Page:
When the pandemic started, Reel World Theology was already in trouble.
Established in February of 2013 by Mikey Fissel, the website did and continues to pursue the truth of God’s story in the narratives we make. “Every movie has a story, and every story is riddled with thoughts, assumptions, interjections, and speculations about everything that people could imagine,” he wrote in his introductory post; “all of these stories are created and interpreted by writers, directors, and producers who are trying to bring that story to life, and in the process, influencing our own theology directly or indirectly.” Or, to put it more succinctly as he does at the end of every podcast episode, “story is powerful, and entertainment is not mindless.”
I started Redeeming Culture in September of 2014 with the same goal, and over the years it grew into something I was really proud of, with ongoing series and a few contributors. When I started it, I didn’t know anything about Mikey or Reel World Theology at all. We were both inspired by the work of James Harleman, a pastor whose “Film and Theology” series became a book and website called Cinemagogue. He’s since joined us for a few projects here, and now co-hosts the Popcorn Theology podcast with David Lee, Miles Wallace, and Richard Foltz.
We joined forces in 2017 to produce the second season of “Trektember” in celebration of Star Trek: The Next Generation’s thirtieth anniversary. Shortly thereafter, the Reel World team invited Redeeming Culture to join forces more officially and more permanently. We did, and in June of 2018 my writing officially shifted over to Reel World Theology. I jumped in with great excitement; working with other people on this thing that has occupied so much of my time and so much of my mind has been, truthfully, a singular honor and delight. Through a series of strange events, I found myself the managing editor of the site later that same year, a job I was truly thrilled to hold and remain excited to do.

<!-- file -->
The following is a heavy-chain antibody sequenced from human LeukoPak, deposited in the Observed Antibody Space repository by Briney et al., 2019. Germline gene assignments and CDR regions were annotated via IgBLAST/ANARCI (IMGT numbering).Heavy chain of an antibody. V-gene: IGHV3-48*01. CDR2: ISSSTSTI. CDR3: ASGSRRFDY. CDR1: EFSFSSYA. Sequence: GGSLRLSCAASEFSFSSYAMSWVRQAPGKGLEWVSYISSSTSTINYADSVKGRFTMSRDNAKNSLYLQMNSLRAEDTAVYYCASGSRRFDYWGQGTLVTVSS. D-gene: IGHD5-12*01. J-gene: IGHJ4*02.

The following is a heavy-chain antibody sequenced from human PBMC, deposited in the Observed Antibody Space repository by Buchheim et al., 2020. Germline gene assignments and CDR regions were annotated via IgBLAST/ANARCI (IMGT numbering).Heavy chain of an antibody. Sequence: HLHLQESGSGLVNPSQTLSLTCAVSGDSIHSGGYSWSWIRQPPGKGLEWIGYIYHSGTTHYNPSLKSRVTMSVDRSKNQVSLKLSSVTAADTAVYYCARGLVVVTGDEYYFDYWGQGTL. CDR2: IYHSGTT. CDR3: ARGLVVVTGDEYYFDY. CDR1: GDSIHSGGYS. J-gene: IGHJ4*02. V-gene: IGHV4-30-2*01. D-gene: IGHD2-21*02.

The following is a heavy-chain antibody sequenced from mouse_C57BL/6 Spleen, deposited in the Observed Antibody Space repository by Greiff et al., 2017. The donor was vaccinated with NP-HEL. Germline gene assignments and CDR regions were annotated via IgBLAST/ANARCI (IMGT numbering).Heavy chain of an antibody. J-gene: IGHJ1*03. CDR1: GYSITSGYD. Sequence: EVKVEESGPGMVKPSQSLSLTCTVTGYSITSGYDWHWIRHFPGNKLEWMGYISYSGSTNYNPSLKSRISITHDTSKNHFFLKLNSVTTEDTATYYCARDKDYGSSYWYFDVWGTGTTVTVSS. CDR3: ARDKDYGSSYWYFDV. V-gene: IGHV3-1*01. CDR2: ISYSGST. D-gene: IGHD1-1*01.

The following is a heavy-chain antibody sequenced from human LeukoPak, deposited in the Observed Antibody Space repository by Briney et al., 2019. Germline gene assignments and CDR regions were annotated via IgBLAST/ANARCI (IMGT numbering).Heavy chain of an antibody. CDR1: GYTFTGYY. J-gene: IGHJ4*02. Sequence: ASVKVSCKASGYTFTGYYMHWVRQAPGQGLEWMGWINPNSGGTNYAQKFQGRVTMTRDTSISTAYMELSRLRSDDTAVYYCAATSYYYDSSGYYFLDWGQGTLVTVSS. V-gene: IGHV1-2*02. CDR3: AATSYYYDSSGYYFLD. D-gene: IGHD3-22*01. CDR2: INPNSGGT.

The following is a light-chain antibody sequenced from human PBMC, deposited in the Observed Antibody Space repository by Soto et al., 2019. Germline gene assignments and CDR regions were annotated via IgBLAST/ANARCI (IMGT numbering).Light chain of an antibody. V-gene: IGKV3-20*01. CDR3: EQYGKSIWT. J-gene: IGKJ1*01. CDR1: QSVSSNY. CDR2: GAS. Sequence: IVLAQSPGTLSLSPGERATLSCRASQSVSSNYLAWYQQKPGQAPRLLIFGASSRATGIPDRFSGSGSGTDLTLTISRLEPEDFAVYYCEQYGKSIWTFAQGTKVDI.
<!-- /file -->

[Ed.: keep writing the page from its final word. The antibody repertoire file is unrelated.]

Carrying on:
But that’s also when the trouble started.
So, I have to say at this point that these troubles are not anyone’s fault. Not mine, not any of our contributors’ or editors’, nobody’s. The problem was money and time: one by one, our staff team began working new jobs (real world jobs that actually paid; nobody draws a salary from Reel World Theology) that required more time and mental energy. Our families also grew, and nobody has ever called having children a “timesaver.” As this happened for our staff, it also happened to our contributors; and we soon found ourselves hoping that more people would jump on board. Some did, but as time went on more and more people were unable to write for the site. I was actively working toward increasing our pool of contributors; my job had been fairly stable, and afforded me plenty of downtime to seek out new writers and new talent in our community, cultivate their work, and hopefully grow our stable of contributors once more.
Then I lost my job.
And a month later, the COVID-19 pandemic hit the United States.
With that one-two punch, I was out for the season. The rest of the staff was even more sidelined than they were before, and with nobody able to maintain momentum, we were spinning out. A few painful attempts at restarting our forward motion led to frustration. “Everything in life feels exhausting right now” was an actual message posted in our staff Slack channel, and it pretty accurately summed up how we all felt. Between being laid off, being forced by a pandemic to disconnect from those I was closest to, and losing the structure and routine of a life that I was accustomed to, I was entering what I can now look back on and correctly identify as a depressive episode. And I am quite certain that I was not the only one.
In that season, it was easy to hope that it would only last for a few months; both the pandemic and our collective slump. Movies were gone for the time being anyway, so we might as well take some time off of reviewing them.
Then movies came back, but our collective ways of coping with everything that was 2020 meant that we weren’t any closer to escaping our group depressive state. And it kept going on, and on, and on. More brief attempts at recovering our old glory came and went, deadlines passed without posts, series were left unfinished, everything felt broken. And through all this, my soul burned with the missed opportunities; if I have a calling, culture redemption and metanarrative examination is it. Leaving it unfulfilled was tearing me apart, Lisa. Guilt and shame over my failure compounded the feeling that the world was broken.